5. Don’t drink your calories. Often we forget just how energy dense our drinks can be. This includes smoothies, iced coffees, alcohol and even flavoured water – solid food has so much more sustenance to it and will help to keep you full for so much longer. In the video a popular brand of smoothie marketed as healthy (“protein superfood smoothie”) had over 500 calories where as the plate of food with pasta, salmon and veggies had less calories than the smoothie and will keep you fuller for so much longer. Be aware of the hidden sugar and calories in drinks – especially those marketed as ‘healthy’ using words such as ‘protein/ workout/ superfood’

6. Remember you’re only human – most people fail when it comes to healthy eating as they are chasing perfection – remember, one take away won’t make you fat just like one salad won’t make you healthy. If you eat something that wasn’t healthy – instead of beating yourself up about it – just accept it and move on. Make your very next meal a healthy option (don’t wait till Monday!) and add a walk in after work if needed. Life is about balance -learn to eat well 80% of the time and enjoy your favourite foods and drinks the other 20%. This approach is so much more sustainable than rapid dieting which just causes your weight to yo-yo and restricts your favourite foods until your will power runs out, you fall off the wagon and you’re back to your old habits. I’m going to leave you with one of my favourite quotes: “so you ate a brownie… welcome to the club, there’s like 10 billion of us here” You’re only human – aim for progress – not perfection.

Please ask me any questions in the comments below.

 

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6 comments

Tan September 17, 2019 - 1:47 pm

Hi Leanne, I’ve heard you mention ‘non-starchy veges’ before and am wondering which vegetables are the ‘starchy’ ones that should be more limited in portion size? I assume white and sweet potatoes but would you also include pumpkin and carrots in this category? What about mushrooms, cabbage and green beans? I find these all to be quite filling so am not sure if they are ok to include in your ‘half plate’ approach. Thanks so much for your info!

Reply
Leanne Ward September 17, 2019 - 2:10 pm

Hi Tan, great question. There is definitely some debate among health professionals about what veggies are considered “starchy” but I personally count potato, sweet potato, corn, taro and any bean/lentil as starchy and then peas and pumpkin as board line starchy. So as long as you’re eating a wide variety of veggies – I would put pumpkin, carrots, mushrooms, cabbage and green beans on the non-starchy (1/2 plate) side. I generally say pumpkin and peas are non-starchy as long as you’ve got other veggies in there too. If you are just eating potato, corn and pumpkin in one meal then you’re eating majority starchy veg. At the end of the day, ANY vegetable is going to be helpful so try not to over think it and add as many as you can to your plate! Leanne 🙂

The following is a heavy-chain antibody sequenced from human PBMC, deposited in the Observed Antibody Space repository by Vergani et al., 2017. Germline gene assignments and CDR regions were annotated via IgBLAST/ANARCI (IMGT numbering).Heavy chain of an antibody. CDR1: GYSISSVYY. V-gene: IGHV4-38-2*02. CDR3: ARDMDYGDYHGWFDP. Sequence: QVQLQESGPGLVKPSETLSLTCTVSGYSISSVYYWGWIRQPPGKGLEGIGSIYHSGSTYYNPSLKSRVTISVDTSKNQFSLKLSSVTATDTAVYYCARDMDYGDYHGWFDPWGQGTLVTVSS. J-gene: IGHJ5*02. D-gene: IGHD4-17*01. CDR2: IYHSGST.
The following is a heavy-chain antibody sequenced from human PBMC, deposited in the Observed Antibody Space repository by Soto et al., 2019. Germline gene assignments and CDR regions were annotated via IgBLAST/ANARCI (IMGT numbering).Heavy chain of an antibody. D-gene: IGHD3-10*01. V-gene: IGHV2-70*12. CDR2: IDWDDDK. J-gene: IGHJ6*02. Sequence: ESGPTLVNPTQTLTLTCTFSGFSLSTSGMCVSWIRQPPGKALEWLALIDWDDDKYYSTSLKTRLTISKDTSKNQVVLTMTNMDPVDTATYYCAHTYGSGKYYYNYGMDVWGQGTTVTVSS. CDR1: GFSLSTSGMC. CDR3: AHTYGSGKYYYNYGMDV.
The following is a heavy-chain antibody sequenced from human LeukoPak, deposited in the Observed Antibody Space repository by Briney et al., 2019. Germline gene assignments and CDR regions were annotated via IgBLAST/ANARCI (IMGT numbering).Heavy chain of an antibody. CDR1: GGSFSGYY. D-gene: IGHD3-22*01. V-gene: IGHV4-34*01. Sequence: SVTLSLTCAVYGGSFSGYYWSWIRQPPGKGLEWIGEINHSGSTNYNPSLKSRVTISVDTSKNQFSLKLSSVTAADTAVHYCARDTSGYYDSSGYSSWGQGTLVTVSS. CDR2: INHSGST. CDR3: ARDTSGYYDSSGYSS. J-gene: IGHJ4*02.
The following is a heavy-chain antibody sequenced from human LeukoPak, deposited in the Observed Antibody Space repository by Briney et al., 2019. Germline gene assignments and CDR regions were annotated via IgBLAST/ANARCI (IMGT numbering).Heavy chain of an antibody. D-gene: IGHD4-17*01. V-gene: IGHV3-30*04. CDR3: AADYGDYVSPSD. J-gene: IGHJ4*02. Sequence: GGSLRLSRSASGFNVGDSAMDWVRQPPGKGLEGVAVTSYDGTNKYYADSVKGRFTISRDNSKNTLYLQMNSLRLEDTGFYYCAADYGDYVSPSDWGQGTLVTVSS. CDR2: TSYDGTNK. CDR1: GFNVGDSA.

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Tan September 21, 2019 - 7:48 am

OK great, this makes a lot of sense … thanks Leanne!

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LH March 15, 2018 - 1:08 am

*A* brownie? Try a whole pan : )

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Janet Taylor March 8, 2018 - 8:58 am

Hi Leanne
Not sure if it’s your oats breakfast that I’ve been having for the past week but I I certainly feel as though I’m loosing weight already.
Addionally, it definitely keeps me much fuller for longer which is probably helping me to reduce my snacking.
Thanks for sharing this recipe.

Reply
Leanne Ward March 8, 2018 - 2:17 pm

Hi Janet. That’s wonderful! The recipe is great due to the higher fibre content which in turn keeps you fuller for longer & helps reduce snacking. Glad you enjoyed it. I’ll be adding more recipe in the coming weeks so stay tuned (don’t forget to subscribe if you haven’t already!)